NS Power reducing capital spending plans for 2013

Halifax, NS - - Nova Scotia Power is reducing its request for capital spending to the Nova Scotia Utility and Review Board. The utility filed the reduced capital plan today as part of the Annual Capital Expenditure ACE Plan regulatory process. The changes reflect the positive results of major capital initiatives over the last few years and will help address rate pressure for customers.

“The last few years saw significant capital investment associated with our key priorities – adding more renewable energy to the system and investing in system reliability,” said Bob Hanf, President and CEO of Nova Scotia Power. “With both of these initiatives now seeing measurable results, the timing of a reduction in our capital investments is appropriate.”

Each fall, Nova Scotia Power submits its capital spending plan for approval. The plan seeks approval for capital projects that allow the utility to build new equipment such as renewable energy projects, maintain the transmission system, and re-invest in existing generation assets. The revised plan now includes $246 million in capital spending, down from the original amount of $337 million.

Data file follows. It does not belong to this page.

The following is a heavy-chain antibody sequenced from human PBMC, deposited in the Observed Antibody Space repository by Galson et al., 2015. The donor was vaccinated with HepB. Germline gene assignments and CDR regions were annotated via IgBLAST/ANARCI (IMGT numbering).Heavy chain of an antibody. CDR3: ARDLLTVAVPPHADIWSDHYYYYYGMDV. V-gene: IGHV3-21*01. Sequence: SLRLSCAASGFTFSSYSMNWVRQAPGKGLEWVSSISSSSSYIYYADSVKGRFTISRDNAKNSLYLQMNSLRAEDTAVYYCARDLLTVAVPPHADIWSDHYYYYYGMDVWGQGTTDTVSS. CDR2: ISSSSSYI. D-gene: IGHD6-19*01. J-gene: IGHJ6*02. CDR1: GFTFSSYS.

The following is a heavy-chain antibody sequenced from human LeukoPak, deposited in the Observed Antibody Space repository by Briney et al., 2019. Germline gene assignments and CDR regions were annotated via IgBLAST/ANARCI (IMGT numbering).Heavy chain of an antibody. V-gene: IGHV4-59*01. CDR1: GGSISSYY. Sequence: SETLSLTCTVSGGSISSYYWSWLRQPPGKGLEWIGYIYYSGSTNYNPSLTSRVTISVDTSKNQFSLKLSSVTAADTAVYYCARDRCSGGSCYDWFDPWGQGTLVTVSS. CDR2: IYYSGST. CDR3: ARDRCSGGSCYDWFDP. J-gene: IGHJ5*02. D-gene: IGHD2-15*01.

As part of the process to adjust rates for 2013 and 2014, the Rate Stabilization Plan helped keep the rate request lower than it otherwise would have been, but there continue to be challenges related to the loss of ongoing fixed cost contributions from the pulp and paper industry.

“We know our customers are concerned about rising electricity prices, and this is one example of the steps we’re taking to minimize pressure on rates,” said Hanf. “We are focused on striking a careful balance that ensures we invest enough in our system to maintain reliability and safety for customers.”

Nova Scotia Power is addressing customer concerns about affordability in a number of ways, including a company-wide effort to find additional savings, such as the reduced capital plan proposal. The company is also working with low income advocacy groups and government agencies to improve options for low income customers.


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